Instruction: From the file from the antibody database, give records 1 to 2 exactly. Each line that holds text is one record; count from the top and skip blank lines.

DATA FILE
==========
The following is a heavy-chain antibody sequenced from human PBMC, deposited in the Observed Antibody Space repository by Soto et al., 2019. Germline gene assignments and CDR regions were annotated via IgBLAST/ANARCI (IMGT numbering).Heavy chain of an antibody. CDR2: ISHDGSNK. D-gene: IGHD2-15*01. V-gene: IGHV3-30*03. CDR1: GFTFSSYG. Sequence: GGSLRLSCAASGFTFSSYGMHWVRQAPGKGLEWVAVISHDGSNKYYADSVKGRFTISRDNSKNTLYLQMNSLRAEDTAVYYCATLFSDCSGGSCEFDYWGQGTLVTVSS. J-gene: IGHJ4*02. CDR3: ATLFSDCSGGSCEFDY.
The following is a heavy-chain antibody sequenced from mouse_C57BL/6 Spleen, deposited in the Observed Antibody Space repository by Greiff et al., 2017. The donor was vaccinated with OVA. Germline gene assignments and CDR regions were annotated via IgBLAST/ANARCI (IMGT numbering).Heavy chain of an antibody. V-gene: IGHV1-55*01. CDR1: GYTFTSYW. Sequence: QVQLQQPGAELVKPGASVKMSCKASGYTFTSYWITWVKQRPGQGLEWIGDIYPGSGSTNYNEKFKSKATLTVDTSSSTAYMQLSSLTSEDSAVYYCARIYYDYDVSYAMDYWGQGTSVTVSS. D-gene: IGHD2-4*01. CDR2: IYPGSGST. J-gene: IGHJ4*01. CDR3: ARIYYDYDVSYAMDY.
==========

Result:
The following is a heavy-chain antibody sequenced from human PBMC, deposited in the Observed Antibody Space repository by Soto et al., 2019. Germline gene assignments and CDR regions were annotated via IgBLAST/ANARCI (IMGT numbering).Heavy chain of an antibody. CDR2: ISHDGSNK. D-gene: IGHD2-15*01. V-gene: IGHV3-30*03. CDR1: GFTFSSYG. Sequence: GGSLRLSCAASGFTFSSYGMHWVRQAPGKGLEWVAVISHDGSNKYYADSVKGRFTISRDNSKNTLYLQMNSLRAEDTAVYYCATLFSDCSGGSCEFDYWGQGTLVTVSS. J-gene: IGHJ4*02. CDR3: ATLFSDCSGGSCEFDY.
The following is a heavy-chain antibody sequenced from mouse_C57BL/6 Spleen, deposited in the Observed Antibody Space repository by Greiff et al., 2017. The donor was vaccinated with OVA. Germline gene assignments and CDR regions were annotated via IgBLAST/ANARCI (IMGT numbering).Heavy chain of an antibody. V-gene: IGHV1-55*01. CDR1: GYTFTSYW. Sequence: QVQLQQPGAELVKPGASVKMSCKASGYTFTSYWITWVKQRPGQGLEWIGDIYPGSGSTNYNEKFKSKATLTVDTSSSTAYMQLSSLTSEDSAVYYCARIYYDYDVSYAMDYWGQGTSVTVSS. D-gene: IGHD2-4*01. CDR2: IYPGSGST. J-gene: IGHJ4*01. CDR3: ARIYYDYDVSYAMDY.